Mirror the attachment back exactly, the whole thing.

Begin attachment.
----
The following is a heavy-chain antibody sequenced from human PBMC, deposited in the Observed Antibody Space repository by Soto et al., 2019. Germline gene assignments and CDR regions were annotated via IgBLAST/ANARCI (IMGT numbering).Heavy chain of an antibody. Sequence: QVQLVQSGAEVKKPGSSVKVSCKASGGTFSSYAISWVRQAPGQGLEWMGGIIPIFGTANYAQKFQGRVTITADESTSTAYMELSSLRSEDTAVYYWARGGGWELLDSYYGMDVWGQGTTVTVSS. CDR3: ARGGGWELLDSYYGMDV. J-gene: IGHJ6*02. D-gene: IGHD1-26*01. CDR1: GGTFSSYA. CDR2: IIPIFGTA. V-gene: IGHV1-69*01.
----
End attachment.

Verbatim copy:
The following is a heavy-chain antibody sequenced from human PBMC, deposited in the Observed Antibody Space repository by Soto et al., 2019. Germline gene assignments and CDR regions were annotated via IgBLAST/ANARCI (IMGT numbering).Heavy chain of an antibody. Sequence: QVQLVQSGAEVKKPGSSVKVSCKASGGTFSSYAISWVRQAPGQGLEWMGGIIPIFGTANYAQKFQGRVTITADESTSTAYMELSSLRSEDTAVYYWARGGGWELLDSYYGMDVWGQGTTVTVSS. CDR3: ARGGGWELLDSYYGMDV. J-gene: IGHJ6*02. D-gene: IGHD1-26*01. CDR1: GGTFSSYA. CDR2: IIPIFGTA. V-gene: IGHV1-69*01.